To anyone familiar with the Dallas Observer, chances are that the title of this post might not surprise you. I saw this article bounce around the internet in several places before Christmas, and even though it is a week old I just can’t let it pass without pointing out some sensationalist tactics and poor research by the author, Forrest Wilder. And it is important to note that the title of this article is “Pay More Or Your Lights Will Go Out.”
The main premise of the article, which isn’t a new one to anyone reading this blog or following Texas electricity in general, is that the EPA rules looming have the potential to put Texas into a power crisis where we won’t have enough electricity generation to meet demand. And the author is saying that Texas is attempting to handle this problem by re-regulating certain aspects of the system.
First, there is reason for concern, no question. The fear is that the prices for electricity are so low (and yet people continue to complain that deregulation doesn’t work?) that new investors won’t invest in new power generation in Texas because they aren’t sure they’ll make their money back or acceptable profits to warrant building new plants. And to make things clear, when Texas electricity deregulated in 1999, the state opted for an Energy-Only system, which means only market forces set prices and not politicians, like in regulated markets.
Oddly enough, at first, the author doesn’t event seem to agree with the idea that there’s an energy crisis in the first place. An excerpt of the article:
They want investors to run into the ERCOT market and build some power plants to deal with the (allegedly) looming crisis.
First, they typically only count generation — wind, coal, natural gas, whatever — once the owner has secured final permission from the state to build. This excludes power plants that will eventually get built but haven’t reached the final stage of permitting.
Also, the reserve margins don’t include so-called “mothballed” power plants — old, inefficient power generation that’ve been taken off-line but could still be made available if economic conditions change.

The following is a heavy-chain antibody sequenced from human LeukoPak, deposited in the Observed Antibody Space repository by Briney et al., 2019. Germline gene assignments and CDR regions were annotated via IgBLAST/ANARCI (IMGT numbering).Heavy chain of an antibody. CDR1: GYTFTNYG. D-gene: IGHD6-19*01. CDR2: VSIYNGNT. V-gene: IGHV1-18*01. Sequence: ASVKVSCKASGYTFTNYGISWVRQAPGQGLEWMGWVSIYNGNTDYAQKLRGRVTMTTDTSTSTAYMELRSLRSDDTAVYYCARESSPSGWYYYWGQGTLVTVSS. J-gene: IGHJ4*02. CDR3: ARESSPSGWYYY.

Wait. So now the author doesn’t even believe there’s really an energy shortage? Well that puts him in the tiny minority on that front. And his solution is to count old, mothballed plants that are being shut down by the EPA? Genius. Here’s the real meat of the article:
“But on the wholesale side, we think that the power prices are going to have to recognize the scarcity of generation assets,” John Young, the CEO of Energy Future Holdings, told analysts in late October. “And that will eventually flow through to the retail business.”
Translation: Consumers must pay more.
And just in case prices don’t go up quick enough, ERCOT and the Texas Public Utility Commission are exploring several “radical changes” to jack up prices during times when power is really tight. For example, the PUC is considering doubling the cap on prices in the wholesale spot market — already the most generous in the nation — from $3,000 per megawatt to $6,000. ERCOT is also looking at allowing prices to go higher in a secondary market used to balance supply and demand. The chairman of the Public Utility Commission, Kenneth Anderson, a Perry appointee, is driving many of the changes.
That last paragraph is where the entire article completely unravels. Doubling, or even removing the cap on wholesale market prices ISN’T REGULATION. In fact, it is literally the OPPOSITE of regulation. It’s letting market forces do their work. So for the author to claim that this solution is regulation is 100% erroneous.
If the state of Texas chose to tax customers for the money to subsidize new generation plants, that would be regulation. If the state of Texas intervened to guarantee investors rates or profits as an incentive for them to build new plants, that would be a form of regulation. Removing a market cap so generators can make more money when energy is high (think every day in August where we had a threat of rolling blackouts) is the opposite of regulation.
And for the record Australia, which also operates nationally under a deregulated Energy-Only market, has set their market cap at $12,500 dollars per MWh. Texas currently sits at $3000, and the talk that has inflamed the reporter at the Dallas Observer is the cap being moved to $6000.
Of course, it is somewhat silly claiming deregulation is a failure to begin with when it currently has put Texas as the 3rd cheapest state in the country for available electricity rates.
Just a few notes here, for the sake of amusement and irony. At one point in his article, Mr. Wilder gives us some of these choice lines:
The political class has been infected by fear-mongering. In the short term, all ERCOT can do is whip up fear. Finally, like Alan Greenspan’s every utterance, these reserve margin reports have an effect on the market. They’re meant to avoid the situation — blackouts! scarcity! candlelight! — they warn about. The alarmism is intended to be the opposite of a self-fulfilling prophecy.
I find it ironic that these quotes accusing others of “whipping up fear” are present in an article titled “Pay More Or Your Lights Go Out.” An article that rails against deregulated electricity and suggests (incorrectly) that they’re considering adopting traditionally Regulated practices. Hey Forrest, if you dislike the deregulated system, well, your other option is a regulated system. And your article is saying the electricity prices are going to go up if regulated practices are adopted. What do you think happens if regulation would be re-adopted fully? Guess that didn’t occur to you.
I’m not shocked that an “alternative” newspaper would lean so heavily on yellow journalism to get attention, but I still find it amusing in an eye-rolling kind of way. And sad that it was published at all.